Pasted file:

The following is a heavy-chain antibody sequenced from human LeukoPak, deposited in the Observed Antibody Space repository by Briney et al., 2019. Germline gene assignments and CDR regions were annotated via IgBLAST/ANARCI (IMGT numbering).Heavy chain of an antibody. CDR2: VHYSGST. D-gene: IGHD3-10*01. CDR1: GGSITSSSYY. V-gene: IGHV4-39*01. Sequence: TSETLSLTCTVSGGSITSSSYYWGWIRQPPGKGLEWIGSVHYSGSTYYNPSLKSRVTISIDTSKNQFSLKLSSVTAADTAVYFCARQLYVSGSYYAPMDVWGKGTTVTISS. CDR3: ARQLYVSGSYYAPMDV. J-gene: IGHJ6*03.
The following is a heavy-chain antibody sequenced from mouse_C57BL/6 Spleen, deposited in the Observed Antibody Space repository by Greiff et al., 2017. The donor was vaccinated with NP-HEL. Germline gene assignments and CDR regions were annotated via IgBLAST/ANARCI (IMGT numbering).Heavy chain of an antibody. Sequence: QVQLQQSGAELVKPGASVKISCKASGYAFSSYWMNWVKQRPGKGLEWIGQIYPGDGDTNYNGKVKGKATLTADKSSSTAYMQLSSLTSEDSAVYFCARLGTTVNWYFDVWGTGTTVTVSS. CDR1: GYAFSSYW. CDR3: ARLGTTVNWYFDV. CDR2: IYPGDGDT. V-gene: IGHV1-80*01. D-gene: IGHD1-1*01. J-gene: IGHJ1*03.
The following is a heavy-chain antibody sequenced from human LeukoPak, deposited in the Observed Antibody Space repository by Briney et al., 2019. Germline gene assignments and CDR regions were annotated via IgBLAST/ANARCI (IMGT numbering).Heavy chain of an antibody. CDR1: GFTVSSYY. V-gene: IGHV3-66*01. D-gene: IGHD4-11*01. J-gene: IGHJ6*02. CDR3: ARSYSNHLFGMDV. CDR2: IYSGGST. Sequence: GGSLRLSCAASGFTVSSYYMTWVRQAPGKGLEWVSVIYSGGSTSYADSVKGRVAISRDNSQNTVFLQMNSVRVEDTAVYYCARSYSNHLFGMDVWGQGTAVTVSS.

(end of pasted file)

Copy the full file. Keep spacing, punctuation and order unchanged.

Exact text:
The following is a heavy-chain antibody sequenced from human LeukoPak, deposited in the Observed Antibody Space repository by Briney et al., 2019. Germline gene assignments and CDR regions were annotated via IgBLAST/ANARCI (IMGT numbering).Heavy chain of an antibody. CDR2: VHYSGST. D-gene: IGHD3-10*01. CDR1: GGSITSSSYY. V-gene: IGHV4-39*01. Sequence: TSETLSLTCTVSGGSITSSSYYWGWIRQPPGKGLEWIGSVHYSGSTYYNPSLKSRVTISIDTSKNQFSLKLSSVTAADTAVYFCARQLYVSGSYYAPMDVWGKGTTVTISS. CDR3: ARQLYVSGSYYAPMDV. J-gene: IGHJ6*03.
The following is a heavy-chain antibody sequenced from mouse_C57BL/6 Spleen, deposited in the Observed Antibody Space repository by Greiff et al., 2017. The donor was vaccinated with NP-HEL. Germline gene assignments and CDR regions were annotated via IgBLAST/ANARCI (IMGT numbering).Heavy chain of an antibody. Sequence: QVQLQQSGAELVKPGASVKISCKASGYAFSSYWMNWVKQRPGKGLEWIGQIYPGDGDTNYNGKVKGKATLTADKSSSTAYMQLSSLTSEDSAVYFCARLGTTVNWYFDVWGTGTTVTVSS. CDR1: GYAFSSYW. CDR3: ARLGTTVNWYFDV. CDR2: IYPGDGDT. V-gene: IGHV1-80*01. D-gene: IGHD1-1*01. J-gene: IGHJ1*03.
The following is a heavy-chain antibody sequenced from human LeukoPak, deposited in the Observed Antibody Space repository by Briney et al., 2019. Germline gene assignments and CDR regions were annotated via IgBLAST/ANARCI (IMGT numbering).Heavy chain of an antibody. CDR1: GFTVSSYY. V-gene: IGHV3-66*01. D-gene: IGHD4-11*01. J-gene: IGHJ6*02. CDR3: ARSYSNHLFGMDV. CDR2: IYSGGST. Sequence: GGSLRLSCAASGFTVSSYYMTWVRQAPGKGLEWVSVIYSGGSTSYADSVKGRVAISRDNSQNTVFLQMNSVRVEDTAVYYCARSYSNHLFGMDVWGQGTAVTVSS.